I still remember that week before a Thanksgiving break in which I asked the assistant band director if I could take home an oboe to learn it, simply because I was very interested in learning how to play the instrument (I had already played flute and saxophone).
“I seriously don’t think that you’re dedicated enough to play oboe, Dennis,” the evil assistant band director growled in a very, very condescending tone. (Background: Evil assistant band director hates the tenor saxes and also the saxes in general)
Are you freaking kidding me? He doesn’t understand how hard I work… I can totally do this.
Last year’s symphonic band oboist, who was gonna help me select an oboe, stood there in silence.
“What’s going on here?” the one who I believed to be my savior asked.
“Dennis wants to play oboe next season,” the evil assistant band director tells him.
“That’s great! We need more oboes anyways,” said who I believed to be the good guy.
“But here’s the thing. Oboe’s not something like sax that you can just pick up and learn. I see Dennis and <best friend> on the field, messing around all the time. He’s never focused, he’s doesn’t give a —” The evil assistant band director was cut off.
“Maybe all Dennis needs is a challenge. This might be the one that will show you he can dedicate himself,” said the good guy.
“Whatever you say then.” The evil assistant band director shrugged, and I could tell that he still hadn’t believed in me at all.
You know what ends up happening? After that week, while practicing by myself, the evil assistant band director stands behind me listening to me play. I pretended not to notice, and then he tapped me on the back just to tell me that I had really good sound. Whoa.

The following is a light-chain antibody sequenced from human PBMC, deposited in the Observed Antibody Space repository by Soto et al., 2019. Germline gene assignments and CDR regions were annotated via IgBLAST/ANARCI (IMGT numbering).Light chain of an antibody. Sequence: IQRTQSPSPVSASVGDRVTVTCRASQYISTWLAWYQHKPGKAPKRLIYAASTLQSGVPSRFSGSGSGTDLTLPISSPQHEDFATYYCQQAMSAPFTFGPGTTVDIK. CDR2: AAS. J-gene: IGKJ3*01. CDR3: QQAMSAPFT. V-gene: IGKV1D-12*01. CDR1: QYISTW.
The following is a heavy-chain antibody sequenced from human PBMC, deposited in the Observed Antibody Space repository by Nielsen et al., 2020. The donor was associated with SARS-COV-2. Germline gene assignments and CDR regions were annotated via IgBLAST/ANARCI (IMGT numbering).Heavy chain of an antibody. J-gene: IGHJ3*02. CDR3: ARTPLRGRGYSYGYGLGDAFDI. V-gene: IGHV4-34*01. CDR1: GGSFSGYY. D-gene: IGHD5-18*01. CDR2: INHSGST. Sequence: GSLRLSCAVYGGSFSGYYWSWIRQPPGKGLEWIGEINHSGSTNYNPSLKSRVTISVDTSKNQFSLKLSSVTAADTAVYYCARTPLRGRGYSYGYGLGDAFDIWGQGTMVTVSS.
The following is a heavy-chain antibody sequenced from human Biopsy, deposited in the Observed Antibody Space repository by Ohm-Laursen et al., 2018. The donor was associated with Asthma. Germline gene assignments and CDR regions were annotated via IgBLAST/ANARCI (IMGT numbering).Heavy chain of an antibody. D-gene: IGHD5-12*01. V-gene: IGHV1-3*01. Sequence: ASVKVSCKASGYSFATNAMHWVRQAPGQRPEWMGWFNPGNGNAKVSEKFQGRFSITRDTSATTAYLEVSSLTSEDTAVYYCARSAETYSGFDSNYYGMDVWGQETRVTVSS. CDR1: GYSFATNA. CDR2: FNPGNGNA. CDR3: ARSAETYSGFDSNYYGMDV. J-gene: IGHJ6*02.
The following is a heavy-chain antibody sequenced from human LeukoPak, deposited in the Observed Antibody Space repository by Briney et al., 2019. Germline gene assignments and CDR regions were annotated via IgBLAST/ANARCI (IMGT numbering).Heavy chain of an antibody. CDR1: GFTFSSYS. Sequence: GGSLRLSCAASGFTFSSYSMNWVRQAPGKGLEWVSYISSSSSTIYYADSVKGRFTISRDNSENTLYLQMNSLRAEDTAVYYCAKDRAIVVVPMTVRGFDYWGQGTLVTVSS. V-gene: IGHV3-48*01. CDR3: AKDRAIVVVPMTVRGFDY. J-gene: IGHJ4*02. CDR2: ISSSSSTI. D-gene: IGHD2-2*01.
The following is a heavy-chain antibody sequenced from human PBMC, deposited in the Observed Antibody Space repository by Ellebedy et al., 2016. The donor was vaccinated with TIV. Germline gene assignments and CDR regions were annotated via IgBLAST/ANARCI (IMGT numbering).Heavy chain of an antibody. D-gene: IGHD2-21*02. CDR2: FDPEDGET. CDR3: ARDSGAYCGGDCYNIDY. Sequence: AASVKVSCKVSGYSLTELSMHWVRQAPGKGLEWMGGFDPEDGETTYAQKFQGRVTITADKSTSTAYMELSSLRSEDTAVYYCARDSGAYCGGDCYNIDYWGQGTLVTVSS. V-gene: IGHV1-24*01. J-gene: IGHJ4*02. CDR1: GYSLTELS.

Maybe he isn’t so bad after all…
During concert season, the not-so-evil assistant was complimenting me like never before. During marching season, it was all lectures and scolding. Oh man. About three months later, I performed at the concert band competition with this oboe, along with a solo (or soli with a clarinet and trumpet as well). And you know what else? He told the band that that was the best performance of the song we did, which was Nimrod by Edward Elgar. I felt so proud of myself after that performance…
All this shows how even though the higher authority believes that you may not be able to do what you want, a little hard work and dedication to prove to them what you can do is probably all you need. It satisfies both parties. For me, I was… how do I say this…a hard worker who couldn’t take long, boring marching rehearsals that he believed were a waste of his time and should be cut down by half so he decided to mess around with his bestie and be considered “troublemakers.”
But then I realized that I’m playing sax again during marching season…
I wondered if I would now be yelled at for half the year and complimented for the other…
~Dennis “Double-Reeded Warrior”
By the way, those are my drawings…